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UAV glider? Is it possible?

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posted on Aug, 8 2004 @ 03:45 PM
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I was just wondering....is it possible to have a UAV to be launched at altitude and then find thermals to stay up all day (and maybe night)? I don't mean for UCAVs or for UAVs required to move all that much...more for ones that would be for surveillence over a fixed area (of which it could vary around to keep in thermals as necessary).

Also when was the last time a glider was used by an air-force for offensive operations? Are there any uses for them in the modern combat field?




posted on Aug, 8 2004 @ 03:54 PM
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The last time I think a glider was used was in WW2 for transport purposes.
I think any role a glider UAV would have will go to solar powered UAVs like this one created by NASA that could stay up in the air for months

helios



posted on Aug, 8 2004 @ 05:58 PM
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Or the Blimp Lockheed is going to build for Homeland Security which can stay up for months at a time in the same position. It would carry surveillance equipment and chemical detection equipment for the Department of Homeland Security. It is technically an UAV.



posted on Aug, 8 2004 @ 08:42 PM
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Acually SHADOW if I remember right they kept crashing so they cancelled that program, the had trouble keeping themselves up let alone pounds and pounds of equiptment.



posted on Aug, 9 2004 @ 04:34 AM
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Dont forget helios, in essence a glider with electric motors and solar cells. Climbed to like 90,000 feet in one test and could stay aloft for days on end.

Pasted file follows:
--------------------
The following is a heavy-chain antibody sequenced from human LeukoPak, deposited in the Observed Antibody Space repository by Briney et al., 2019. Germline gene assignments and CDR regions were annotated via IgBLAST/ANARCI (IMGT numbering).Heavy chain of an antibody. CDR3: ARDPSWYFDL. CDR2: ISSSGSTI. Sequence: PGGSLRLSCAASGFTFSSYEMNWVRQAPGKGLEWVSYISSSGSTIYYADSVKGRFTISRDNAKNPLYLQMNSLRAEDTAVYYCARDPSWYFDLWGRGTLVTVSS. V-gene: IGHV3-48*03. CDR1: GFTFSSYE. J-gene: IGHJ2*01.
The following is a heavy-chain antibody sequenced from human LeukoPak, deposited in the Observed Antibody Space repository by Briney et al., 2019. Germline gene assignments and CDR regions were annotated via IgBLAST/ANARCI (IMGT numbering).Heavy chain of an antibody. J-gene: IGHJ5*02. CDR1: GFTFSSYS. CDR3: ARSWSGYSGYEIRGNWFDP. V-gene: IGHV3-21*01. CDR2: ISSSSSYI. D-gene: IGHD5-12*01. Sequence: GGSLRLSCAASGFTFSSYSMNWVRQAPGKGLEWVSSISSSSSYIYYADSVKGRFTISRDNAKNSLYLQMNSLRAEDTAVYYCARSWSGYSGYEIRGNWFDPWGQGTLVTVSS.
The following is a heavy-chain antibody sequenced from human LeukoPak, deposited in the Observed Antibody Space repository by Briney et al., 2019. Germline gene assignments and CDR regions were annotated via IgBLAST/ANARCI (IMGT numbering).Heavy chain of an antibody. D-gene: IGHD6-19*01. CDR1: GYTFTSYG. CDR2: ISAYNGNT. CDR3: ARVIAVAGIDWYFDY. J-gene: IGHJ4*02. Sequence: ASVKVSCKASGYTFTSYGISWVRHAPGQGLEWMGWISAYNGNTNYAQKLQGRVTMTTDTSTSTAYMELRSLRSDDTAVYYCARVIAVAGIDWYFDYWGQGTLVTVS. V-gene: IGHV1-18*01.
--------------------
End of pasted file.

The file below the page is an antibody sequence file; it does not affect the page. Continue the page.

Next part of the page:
posted on Aug, 9 2004 @ 05:56 AM
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Originally posted by FredT
Dont forget helios, in essence a glider with electric motors and solar cells. Climbed to like 90,000 feet in one test and could stay aloft for days on end.


But when does a motor glider like that become a powered plane. I argue that the helios is a plane as the enigines stay on continuously don't they?



posted on Aug, 9 2004 @ 05:58 AM
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Originally posted by Infidellic
But when does a motor glider like that become a powered plane. I argue that the helios is a plane as the enigines stay on continuously don't they?


At night, the plane would loose alot of altitude because of the lack of solar power and the limited capacity of the batteries. Your right its not a glider, but fairly close, the engines are pretty weak and it is in essence a giant solar panel.

[edit on 9-8-2004 by FredT]



posted on Aug, 9 2004 @ 06:17 AM
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I could definitely see a glider being made, actually more of a sailplane since gliders have much smaller wings and don't take advantage of thermals. Check out the model airplane magazines. Modelers have been making amazing sailplanes for decades.



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